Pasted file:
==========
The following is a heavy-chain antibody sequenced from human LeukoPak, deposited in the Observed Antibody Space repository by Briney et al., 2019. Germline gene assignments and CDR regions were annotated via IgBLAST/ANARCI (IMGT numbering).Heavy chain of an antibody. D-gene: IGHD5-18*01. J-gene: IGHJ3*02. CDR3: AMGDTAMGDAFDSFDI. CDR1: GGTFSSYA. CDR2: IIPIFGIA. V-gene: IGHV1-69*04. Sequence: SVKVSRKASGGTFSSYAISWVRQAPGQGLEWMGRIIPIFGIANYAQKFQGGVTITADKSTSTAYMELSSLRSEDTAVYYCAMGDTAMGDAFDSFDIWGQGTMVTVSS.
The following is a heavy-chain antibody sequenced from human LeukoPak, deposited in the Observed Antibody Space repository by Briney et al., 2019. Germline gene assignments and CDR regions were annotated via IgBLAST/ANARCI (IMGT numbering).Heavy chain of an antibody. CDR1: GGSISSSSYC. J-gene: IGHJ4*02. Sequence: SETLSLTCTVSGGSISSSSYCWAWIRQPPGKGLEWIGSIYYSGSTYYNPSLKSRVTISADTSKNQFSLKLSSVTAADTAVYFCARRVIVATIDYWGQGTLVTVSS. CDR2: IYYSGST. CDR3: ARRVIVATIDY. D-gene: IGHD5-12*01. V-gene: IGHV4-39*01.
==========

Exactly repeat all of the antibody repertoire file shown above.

The following is a heavy-chain antibody sequenced from human LeukoPak, deposited in the Observed Antibody Space repository by Briney et al., 2019. Germline gene assignments and CDR regions were annotated via IgBLAST/ANARCI (IMGT numbering).Heavy chain of an antibody. D-gene: IGHD5-18*01. J-gene: IGHJ3*02. CDR3: AMGDTAMGDAFDSFDI. CDR1: GGTFSSYA. CDR2: IIPIFGIA. V-gene: IGHV1-69*04. Sequence: SVKVSRKASGGTFSSYAISWVRQAPGQGLEWMGRIIPIFGIANYAQKFQGGVTITADKSTSTAYMELSSLRSEDTAVYYCAMGDTAMGDAFDSFDIWGQGTMVTVSS.
The following is a heavy-chain antibody sequenced from human LeukoPak, deposited in the Observed Antibody Space repository by Briney et al., 2019. Germline gene assignments and CDR regions were annotated via IgBLAST/ANARCI (IMGT numbering).Heavy chain of an antibody. CDR1: GGSISSSSYC. J-gene: IGHJ4*02. Sequence: SETLSLTCTVSGGSISSSSYCWAWIRQPPGKGLEWIGSIYYSGSTYYNPSLKSRVTISADTSKNQFSLKLSSVTAADTAVYFCARRVIVATIDYWGQGTLVTVSS. CDR2: IYYSGST. CDR3: ARRVIVATIDY. D-gene: IGHD5-12*01. V-gene: IGHV4-39*01.